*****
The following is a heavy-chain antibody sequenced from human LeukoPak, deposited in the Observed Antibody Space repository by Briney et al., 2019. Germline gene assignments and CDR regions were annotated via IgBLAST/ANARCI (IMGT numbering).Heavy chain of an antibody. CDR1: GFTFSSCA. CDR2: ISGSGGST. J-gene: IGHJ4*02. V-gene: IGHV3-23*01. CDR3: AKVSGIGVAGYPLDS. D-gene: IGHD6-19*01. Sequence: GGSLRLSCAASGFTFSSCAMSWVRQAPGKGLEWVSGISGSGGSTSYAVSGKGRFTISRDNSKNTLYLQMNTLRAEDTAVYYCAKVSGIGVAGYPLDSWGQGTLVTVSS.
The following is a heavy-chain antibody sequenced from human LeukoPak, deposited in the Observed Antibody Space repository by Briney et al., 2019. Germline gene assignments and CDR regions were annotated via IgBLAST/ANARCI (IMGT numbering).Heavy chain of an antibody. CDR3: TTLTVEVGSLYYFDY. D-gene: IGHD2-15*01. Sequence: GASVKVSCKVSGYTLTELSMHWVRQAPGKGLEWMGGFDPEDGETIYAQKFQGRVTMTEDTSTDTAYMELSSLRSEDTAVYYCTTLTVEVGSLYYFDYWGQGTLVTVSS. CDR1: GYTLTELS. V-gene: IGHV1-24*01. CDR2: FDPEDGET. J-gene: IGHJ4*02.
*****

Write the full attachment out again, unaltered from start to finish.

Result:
The following is a heavy-chain antibody sequenced from human LeukoPak, deposited in the Observed Antibody Space repository by Briney et al., 2019. Germline gene assignments and CDR regions were annotated via IgBLAST/ANARCI (IMGT numbering).Heavy chain of an antibody. CDR1: GFTFSSCA. CDR2: ISGSGGST. J-gene: IGHJ4*02. V-gene: IGHV3-23*01. CDR3: AKVSGIGVAGYPLDS. D-gene: IGHD6-19*01. Sequence: GGSLRLSCAASGFTFSSCAMSWVRQAPGKGLEWVSGISGSGGSTSYAVSGKGRFTISRDNSKNTLYLQMNTLRAEDTAVYYCAKVSGIGVAGYPLDSWGQGTLVTVSS.
The following is a heavy-chain antibody sequenced from human LeukoPak, deposited in the Observed Antibody Space repository by Briney et al., 2019. Germline gene assignments and CDR regions were annotated via IgBLAST/ANARCI (IMGT numbering).Heavy chain of an antibody. CDR3: TTLTVEVGSLYYFDY. D-gene: IGHD2-15*01. Sequence: GASVKVSCKVSGYTLTELSMHWVRQAPGKGLEWMGGFDPEDGETIYAQKFQGRVTMTEDTSTDTAYMELSSLRSEDTAVYYCTTLTVEVGSLYYFDYWGQGTLVTVSS. CDR1: GYTLTELS. V-gene: IGHV1-24*01. CDR2: FDPEDGET. J-gene: IGHJ4*02.